Prior to each NBA draft, Larry Hughes and I try to have at least one NBA draft analyst on the Bleav in Wizards podcast to help fans gain a deeper understanding of all the prospects who the Wizards could potentially be considering. Two years ago we had Matt Babcock of Basketballnews.com and last year we had Sam Vecenie from The Athletic.
For this year’s draft extravaganza, we were joined by a real up-and-comer on the NBA Draft scene, Rafael Barlowe. Barlowe runs his own draft coverage website called NBA Draft Junkies as well as a successful YouTube page by the same name. Barlowe is also one of the hosts of the Locked On NBA Draft podcast and a frequent collaborator of Chad Ford, who is also on the Locked On Podcast Network.
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Given that Tommy Sheppard told reporters at his postseason media session that he would like to add athletic wings who can shoot and defend, we asked Barlowe about potential 3-and-D candidates who might be available at 15. Moses Moody and James Bouknight were two names that he liked for Washington but didn’t think would be available after the lottery.
Michigan sophomore Franz Wagner, who is younger than a lot of the freshmen in this draft, was another name Barlowe thought made sense for the Wizards and could possibly be available on draft night. He sees Wagner as a “jack of all trades, connective tissue” type of player.
“It just depends on are they looking for high upside or someone who can come in and contribute right away,” said Barlowe with regards to the Wizards’ likely direction. Based on that, he finds the Wizards to be the toughest team to predict when preparing a mock draft.
Stanford freshman Ziaire Williams would certainly qualify as the high upside option and could be available at 15. He’s a 6-10 wing with potential as a shot creator and defender. Barlowe is finding Williams to be a difficult prospect to fully gauge as he had a reputation as an elite high school prospect but his collegiate production didn’t really support that.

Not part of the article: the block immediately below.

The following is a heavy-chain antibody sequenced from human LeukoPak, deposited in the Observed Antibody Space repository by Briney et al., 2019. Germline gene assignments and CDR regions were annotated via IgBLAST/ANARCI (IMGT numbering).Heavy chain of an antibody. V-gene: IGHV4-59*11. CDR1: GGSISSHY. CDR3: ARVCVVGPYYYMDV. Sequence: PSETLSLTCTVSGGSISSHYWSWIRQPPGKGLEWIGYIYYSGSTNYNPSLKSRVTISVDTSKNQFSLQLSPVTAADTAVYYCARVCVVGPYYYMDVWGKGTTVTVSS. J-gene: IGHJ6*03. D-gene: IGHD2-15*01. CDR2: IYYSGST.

Stanford was an especially difficult environment for a raw player as they were forced to live out of hotel rooms and play on the road for the majority of the season during the pandemic. This also limited his time to work on his game and even practice with teammates. With more structure in an NBA setting it’s certainly possible that Williams could make a massive leap over the next year or two.
Chris Duarte, a senior out of Oregon, was Barlowe’s example of a more NBA-ready prospect.
“He’s a little older, I think he’ll be 24 on opening day,” said Barlowe. “I think he’s someone that you can plug in right away, that can come in and play and knock down shots.”
Given that Tommy Sheppard broke from traditional consensus when he selected Rui Hachimura at 9 (he was in the 20’s of a lot of draft boards), I wanted to know if there were any prospects that made sense for the Wizards but were projected later in the first round. Trey Murphy out of Virginia is a prospect who could fit that 3-and-D mold for the Wizards but Barlowe believes he would be a considerable reach at 15. He did like Murphy’s shooting ability as a 6’9 wing.
Several prominent mock drafts have linked the Wizards to power forward and center prospects, specifically Usman Garuba from Real Madrid, Alperen Sengun who was MVP of the Turkish League, and Isaiah Jackson from Kentucky. Barlowe was highest on Garuba and felt he could end up as the best defender in this draft.
We also talked about several other prospects who might make sense for the Wizards at 15 including Australia’s Josh Giddey, Duke’s Jalen Johnson, Tennessee’s Keon Johnson, and Gonzaga’s Corey Kispert. Of those four, Barlowe seemed to like Kispert’s potential as an additional floor spacer next to Russell Westbrook.
Barlowe also provided insight into the prospects the Wizards have worked out so far. At the time of our recording, the Wizards have brought in: Greg Brown of Texas, Charles Bassey of Western Kentucky, Isaiah Todd from the G League Ignite, Jay Huff of Virginia, Colbey Ross of Pepperdine, Blake Francis of Richmond, Troy Baxter Jr. of Morgan State, Obadiah Noel of UMass Lowell, Jamorko Pickett, and Devontae Shuler of Ole Miss.
We also covered where Deni Avdija would have gone in this year’s draft, what teams learn from working prospects out in person, how much Westbrook and Bradley Beal are paying attention to this draft process, advising Kwame Brown on focusing on the defensive end, and how much of a disadvantage the Wizards might be at by working out players before selecting a coach.